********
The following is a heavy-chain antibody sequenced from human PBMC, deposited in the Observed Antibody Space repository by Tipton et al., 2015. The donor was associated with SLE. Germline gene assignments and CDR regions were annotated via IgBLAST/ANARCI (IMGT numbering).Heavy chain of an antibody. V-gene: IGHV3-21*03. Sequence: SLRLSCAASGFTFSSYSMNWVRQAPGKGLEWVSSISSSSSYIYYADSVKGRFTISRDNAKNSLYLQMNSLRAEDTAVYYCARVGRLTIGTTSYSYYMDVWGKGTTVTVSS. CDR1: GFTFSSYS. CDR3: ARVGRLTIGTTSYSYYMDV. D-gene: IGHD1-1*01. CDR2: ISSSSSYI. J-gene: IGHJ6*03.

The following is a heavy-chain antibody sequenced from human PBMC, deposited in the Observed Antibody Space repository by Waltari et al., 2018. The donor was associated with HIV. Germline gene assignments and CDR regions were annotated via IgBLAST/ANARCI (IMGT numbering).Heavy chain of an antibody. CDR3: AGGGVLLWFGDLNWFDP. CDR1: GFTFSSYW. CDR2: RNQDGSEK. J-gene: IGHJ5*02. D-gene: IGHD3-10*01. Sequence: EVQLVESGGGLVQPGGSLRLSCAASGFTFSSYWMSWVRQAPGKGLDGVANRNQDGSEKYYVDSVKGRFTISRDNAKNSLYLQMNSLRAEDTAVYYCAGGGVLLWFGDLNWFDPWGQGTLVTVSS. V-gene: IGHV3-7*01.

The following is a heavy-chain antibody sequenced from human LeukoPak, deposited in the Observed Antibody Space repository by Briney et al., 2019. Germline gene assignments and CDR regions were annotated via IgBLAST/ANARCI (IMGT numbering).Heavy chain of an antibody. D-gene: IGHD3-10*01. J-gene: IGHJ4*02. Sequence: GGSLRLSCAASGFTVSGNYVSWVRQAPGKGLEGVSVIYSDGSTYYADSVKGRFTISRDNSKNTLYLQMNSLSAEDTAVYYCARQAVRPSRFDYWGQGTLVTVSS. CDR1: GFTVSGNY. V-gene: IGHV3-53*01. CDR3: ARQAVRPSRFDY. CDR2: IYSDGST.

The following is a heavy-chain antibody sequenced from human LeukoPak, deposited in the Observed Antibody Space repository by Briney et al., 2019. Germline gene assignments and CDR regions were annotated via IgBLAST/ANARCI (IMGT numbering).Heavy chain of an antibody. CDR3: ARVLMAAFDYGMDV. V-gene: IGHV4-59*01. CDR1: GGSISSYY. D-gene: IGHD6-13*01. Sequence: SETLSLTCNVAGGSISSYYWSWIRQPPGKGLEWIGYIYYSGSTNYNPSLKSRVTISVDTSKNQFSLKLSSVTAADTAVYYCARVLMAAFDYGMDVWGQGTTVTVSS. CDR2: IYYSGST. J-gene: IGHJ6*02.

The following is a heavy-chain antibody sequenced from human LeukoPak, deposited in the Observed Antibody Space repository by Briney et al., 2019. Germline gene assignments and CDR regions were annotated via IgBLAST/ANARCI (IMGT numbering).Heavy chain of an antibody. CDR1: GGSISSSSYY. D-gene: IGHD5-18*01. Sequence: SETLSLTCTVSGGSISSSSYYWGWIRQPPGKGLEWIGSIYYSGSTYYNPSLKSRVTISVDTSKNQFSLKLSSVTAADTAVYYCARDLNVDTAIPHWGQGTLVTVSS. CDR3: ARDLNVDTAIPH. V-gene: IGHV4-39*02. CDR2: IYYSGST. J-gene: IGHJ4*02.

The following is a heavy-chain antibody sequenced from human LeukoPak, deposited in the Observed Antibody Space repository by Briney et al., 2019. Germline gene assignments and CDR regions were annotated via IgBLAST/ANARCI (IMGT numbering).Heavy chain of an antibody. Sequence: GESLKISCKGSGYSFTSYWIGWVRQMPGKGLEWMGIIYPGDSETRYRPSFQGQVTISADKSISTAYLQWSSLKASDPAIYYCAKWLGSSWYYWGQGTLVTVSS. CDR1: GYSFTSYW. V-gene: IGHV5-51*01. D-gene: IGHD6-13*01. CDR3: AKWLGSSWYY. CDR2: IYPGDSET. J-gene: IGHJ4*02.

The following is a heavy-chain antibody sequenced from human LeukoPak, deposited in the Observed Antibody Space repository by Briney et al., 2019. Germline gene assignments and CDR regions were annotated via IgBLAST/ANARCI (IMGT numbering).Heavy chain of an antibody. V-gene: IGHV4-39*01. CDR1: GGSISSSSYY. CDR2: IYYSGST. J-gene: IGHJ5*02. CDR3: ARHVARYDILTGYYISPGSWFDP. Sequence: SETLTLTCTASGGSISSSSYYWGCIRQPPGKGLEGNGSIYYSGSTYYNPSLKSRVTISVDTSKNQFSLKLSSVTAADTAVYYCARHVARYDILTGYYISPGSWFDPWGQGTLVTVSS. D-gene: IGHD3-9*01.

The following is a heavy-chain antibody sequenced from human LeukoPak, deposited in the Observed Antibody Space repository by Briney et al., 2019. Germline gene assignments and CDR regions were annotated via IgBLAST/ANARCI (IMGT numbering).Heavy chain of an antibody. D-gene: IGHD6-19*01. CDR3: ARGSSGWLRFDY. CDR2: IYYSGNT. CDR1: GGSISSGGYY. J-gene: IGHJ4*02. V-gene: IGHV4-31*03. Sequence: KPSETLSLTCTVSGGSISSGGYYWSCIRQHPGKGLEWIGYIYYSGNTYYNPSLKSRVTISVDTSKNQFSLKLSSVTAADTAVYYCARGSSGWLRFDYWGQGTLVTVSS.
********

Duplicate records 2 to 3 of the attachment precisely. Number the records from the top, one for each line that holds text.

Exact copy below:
The following is a heavy-chain antibody sequenced from human PBMC, deposited in the Observed Antibody Space repository by Waltari et al., 2018. The donor was associated with HIV. Germline gene assignments and CDR regions were annotated via IgBLAST/ANARCI (IMGT numbering).Heavy chain of an antibody. CDR3: AGGGVLLWFGDLNWFDP. CDR1: GFTFSSYW. CDR2: RNQDGSEK. J-gene: IGHJ5*02. D-gene: IGHD3-10*01. Sequence: EVQLVESGGGLVQPGGSLRLSCAASGFTFSSYWMSWVRQAPGKGLDGVANRNQDGSEKYYVDSVKGRFTISRDNAKNSLYLQMNSLRAEDTAVYYCAGGGVLLWFGDLNWFDPWGQGTLVTVSS. V-gene: IGHV3-7*01.

The following is a heavy-chain antibody sequenced from human LeukoPak, deposited in the Observed Antibody Space repository by Briney et al., 2019. Germline gene assignments and CDR regions were annotated via IgBLAST/ANARCI (IMGT numbering).Heavy chain of an antibody. D-gene: IGHD3-10*01. J-gene: IGHJ4*02. Sequence: GGSLRLSCAASGFTVSGNYVSWVRQAPGKGLEGVSVIYSDGSTYYADSVKGRFTISRDNSKNTLYLQMNSLSAEDTAVYYCARQAVRPSRFDYWGQGTLVTVSS. CDR1: GFTVSGNY. V-gene: IGHV3-53*01. CDR3: ARQAVRPSRFDY. CDR2: IYSDGST.